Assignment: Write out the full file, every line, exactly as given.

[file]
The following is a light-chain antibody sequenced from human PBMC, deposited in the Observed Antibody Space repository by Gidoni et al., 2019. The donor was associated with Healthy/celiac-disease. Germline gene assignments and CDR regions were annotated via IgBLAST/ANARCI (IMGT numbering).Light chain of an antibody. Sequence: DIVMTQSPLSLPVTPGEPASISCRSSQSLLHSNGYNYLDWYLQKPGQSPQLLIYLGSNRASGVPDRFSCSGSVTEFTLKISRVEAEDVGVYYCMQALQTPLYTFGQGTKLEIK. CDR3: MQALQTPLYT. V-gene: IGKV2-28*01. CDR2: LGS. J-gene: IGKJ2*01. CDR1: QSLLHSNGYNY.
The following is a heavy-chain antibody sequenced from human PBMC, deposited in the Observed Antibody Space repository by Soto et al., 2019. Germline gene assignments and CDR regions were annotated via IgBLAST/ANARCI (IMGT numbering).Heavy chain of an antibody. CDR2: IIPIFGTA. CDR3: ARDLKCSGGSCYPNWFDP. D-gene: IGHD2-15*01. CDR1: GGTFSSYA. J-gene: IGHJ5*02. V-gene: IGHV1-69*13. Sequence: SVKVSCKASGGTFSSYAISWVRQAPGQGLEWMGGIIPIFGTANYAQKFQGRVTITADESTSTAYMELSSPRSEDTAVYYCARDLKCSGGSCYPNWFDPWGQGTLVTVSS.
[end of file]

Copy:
The following is a light-chain antibody sequenced from human PBMC, deposited in the Observed Antibody Space repository by Gidoni et al., 2019. The donor was associated with Healthy/celiac-disease. Germline gene assignments and CDR regions were annotated via IgBLAST/ANARCI (IMGT numbering).Light chain of an antibody. Sequence: DIVMTQSPLSLPVTPGEPASISCRSSQSLLHSNGYNYLDWYLQKPGQSPQLLIYLGSNRASGVPDRFSCSGSVTEFTLKISRVEAEDVGVYYCMQALQTPLYTFGQGTKLEIK. CDR3: MQALQTPLYT. V-gene: IGKV2-28*01. CDR2: LGS. J-gene: IGKJ2*01. CDR1: QSLLHSNGYNY.
The following is a heavy-chain antibody sequenced from human PBMC, deposited in the Observed Antibody Space repository by Soto et al., 2019. Germline gene assignments and CDR regions were annotated via IgBLAST/ANARCI (IMGT numbering).Heavy chain of an antibody. CDR2: IIPIFGTA. CDR3: ARDLKCSGGSCYPNWFDP. D-gene: IGHD2-15*01. CDR1: GGTFSSYA. J-gene: IGHJ5*02. V-gene: IGHV1-69*13. Sequence: SVKVSCKASGGTFSSYAISWVRQAPGQGLEWMGGIIPIFGTANYAQKFQGRVTITADESTSTAYMELSSPRSEDTAVYYCARDLKCSGGSCYPNWFDPWGQGTLVTVSS.